Look at the consequences of human interference with the camel populations of Australia in this powerful women-made narrative short that is currently contending for the Oscars’ shorts nomination
WHAT IT’S ABOUT: Camels in the Australian outback face a cruel ordeal: a camel traveling with a herd is located, tranquilized, and has a tracking collar device put on its neck. When the so marked camel rejoins the caravan, the hunters can use the device’s location to find the herd and to be able to shoot them from the helicopters easily. The protagonist of “Judas Collar” is the unlucky camel to be seized by humans. As the device on her neck leads to the deaths of her close ones, she realizes that she is now a danger to her kind. “Judas Collar” shows the female camel struggling with the unsolvable dilemma: to stay alone for the rest of her life, which is torture for a social animal, or to bring death and suffering upon others?
WHO MADE IT: The two leading women behind “Judas Collar” are director Alison James and producer Brooke Silcox. James has previously made short films, traveled the world directing for television, and has created narratives on many vital issues, including the lives of indigenous populations, mass incarceration, migration, and neuro-diversity. She stumbled upon the subject of “Judas collars” when working for the Australian TV-show “Outback truckers,” which followed truck-drivers across the deserts. We’ve already featured Silcox’s work when we featured the Afghani-Australian documentary “Rockabul,” which she produced. Among her other works is another Afghani-Australian film, a narrative feature “Jirga”, which became Australia’s Oscars submission for Best Foreign Film in 2019. Another critical mention in the film’s crew is Lawrie Silvestrin, who was the sound effects editor in “Babe”: clearly an expert in making viewers bawl their eyes out when they hear a pig oink or a camel grunt.
WHY DO WE CARE: There are many wonderful films concerned with species preservation being released, and many dealing with animal welfare. But we haven’t come across anything on culling, even though this crucial issue can not be omitted from discussion of the world’s species management. The camel hunting at the center of “Judas Collar” is part of the government-funded program aimed at drastically limiting Australia’s camel population—the largest in the world. Though seemingly justified, the culling of Australian camels has been criticized by industry experts as a waste of a valuable resource. Australian camels are lauded across the world as a superior species. They could be successfully farmed, while also creating jobs and a sustainable alternative for milk and meat production, since camels are low carbon emitters, unlike cows. Showing just how tangled up, uneven and unsustainable human relationships with the world’s fauna are, “Judas collar” attracts attention to a problem that doesn’t get discussed enough. Besides, we need more films about camels. They don’t get enough credit in popular culture, especially in the Western world: not as cute as llamas, not as bright as zebras and giraffes, not as readily available as other cattle, they are a species that can trace its ancestry to the prehistoric times. Giant camels used to walk along with mammoth herds, and the two had a fantastic symbiosis: camels would lead half-blind mammoths everywhere and warn them of dangers. This is why there are usually camel bones in any mammoth pit. A species that learned the importance of family ties and friendship before humans were even around, does not deserve to be put through immense suffering because of past mistakes in human imperial conquests. “Judas Collar” is a beautiful dramatization of the camels’ misery and a fantastic showcase for those noble beasts.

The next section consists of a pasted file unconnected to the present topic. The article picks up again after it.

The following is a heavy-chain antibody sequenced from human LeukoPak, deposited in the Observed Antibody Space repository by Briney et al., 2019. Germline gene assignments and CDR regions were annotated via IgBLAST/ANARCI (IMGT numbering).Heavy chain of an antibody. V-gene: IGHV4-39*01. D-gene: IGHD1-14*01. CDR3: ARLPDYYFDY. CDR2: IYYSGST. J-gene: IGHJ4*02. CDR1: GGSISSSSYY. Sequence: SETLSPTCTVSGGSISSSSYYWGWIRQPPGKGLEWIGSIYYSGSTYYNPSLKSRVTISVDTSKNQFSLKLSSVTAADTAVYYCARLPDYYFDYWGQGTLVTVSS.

WHY YOU NEED TO WATCH: This short film is one of the purest, unadulterated depictions of tragedy to ever hit the screens. Technically sophisticated, but narratively understated and simple, it has no voice-overs or dialogue, just the distressed camel struggling with the choice between duty and the need for company. You don’t even need to be a lover of animal films to relate to the camel’s pain and to appreciate the tenderness with which it was depicted. The narrative of inability to belong because you bring a blight upon your flock is one of the most ancient kinds of stories to be passed around, and this, along with the endless Outback sands, makes the film’s events look timeless. So when the hunters come rushing in on their hi-tech helicopters, the conflicts between nature and technology, eternity and modernity, are brought to the forefront. When describing “Judas Collar” one is compelled to use the word “human” to show just how easy it is to empathize with the camel in the film. It would be fair to say that “Judas Collar” has a “humanizing” approach, that it shows the subject very “humanely”, that the pain in the camel’s eyes is truly “human”. But the lesson of “Judas Collar” is that humans as a species have no claim to fraternity and goodness as their defining, distinctive characteristics. The beauty of this short film is that through observing its furry, hoofed protagonist, the viewer can aspire to work on their own “camelity.” And we can always use this in our lives.
Judas Collar, 2018
Director: Alison James
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